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With the words you chose, it didn't sound to me like you knew that at all. To elaborate further, indices are cut on frame boundaries, so to use "exactly" was also a poor choice, but whatever.

This post has been edited by greynol: Nov 12 2013, 21:02


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2Bdecided
post Nov 13 2013, 13:03
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It's totally OCD, but I'd keep the split on CD frame boundaries, and I'd keep the location-of-the-hidden-track's-start-point relative to the start-of-the-hidden-track's-audio vaguely the same as it is for all other tracks on the CD.

e.q. on many CDs, the track boundaries are a fraction of a second before the actual start of the song (except track 1, which often has an even larger gap between track start and actual music start). The new hidden track might as well match.


I rip my CDs to make them more useful. If I don't like the original track boundaries, I change them. If I think there are faults in the audio, I fix them. If I think I might regret it, I keep a back-up (e.g. the original cue sheet from a single wav + cue rip). The only use I can see for the "authentic" original is after-the-fact AccurateRip checking, or reverting your changes if you regret them. Given that you're just splitting the last track of lossless audio and maintaining an original track count, re-joining is trivial so I don't see why you'd need to back-up anything.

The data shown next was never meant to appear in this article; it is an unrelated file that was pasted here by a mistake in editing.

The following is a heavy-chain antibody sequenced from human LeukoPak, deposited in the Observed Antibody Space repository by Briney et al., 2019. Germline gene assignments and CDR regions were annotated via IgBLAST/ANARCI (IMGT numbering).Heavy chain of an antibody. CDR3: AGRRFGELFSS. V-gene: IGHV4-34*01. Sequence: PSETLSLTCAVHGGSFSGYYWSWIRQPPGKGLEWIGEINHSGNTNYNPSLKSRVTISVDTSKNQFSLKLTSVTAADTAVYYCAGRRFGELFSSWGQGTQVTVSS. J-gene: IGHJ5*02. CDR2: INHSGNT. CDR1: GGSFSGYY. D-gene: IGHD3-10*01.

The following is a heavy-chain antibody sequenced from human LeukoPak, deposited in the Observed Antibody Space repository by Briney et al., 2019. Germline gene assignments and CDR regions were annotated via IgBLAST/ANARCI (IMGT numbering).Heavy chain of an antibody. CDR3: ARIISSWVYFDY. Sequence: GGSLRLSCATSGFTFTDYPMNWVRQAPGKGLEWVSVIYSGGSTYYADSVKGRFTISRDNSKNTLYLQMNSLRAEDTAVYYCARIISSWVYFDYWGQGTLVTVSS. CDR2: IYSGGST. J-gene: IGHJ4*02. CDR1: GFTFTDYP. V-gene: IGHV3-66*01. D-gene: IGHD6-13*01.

Cheers,
David.
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greynol
post Nov 13 2013, 14:29
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I've seen enough baked-in problems not to hold a disc's contents sacrosanct.


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Pure_BY
post Nov 13 2013, 21:58
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QUOTE (greynol @ Nov 12 2013, 21:23) *
To elaborate further, indices are cut on frame boundaries, so to use "exactly" was also a poor choice, but whatever.

This is very good of you to bring forward! Since we were talking about CD's here, I thought it would speak for itself that the word "exactly" referred to a specific timecode-frame on the CD (being a 'smallest part' the laser can be 'aimed at' on a disc surface). This was so obvious to me that I totally forgot to mention that in my inital post, while this small detail is of a significant importance to me!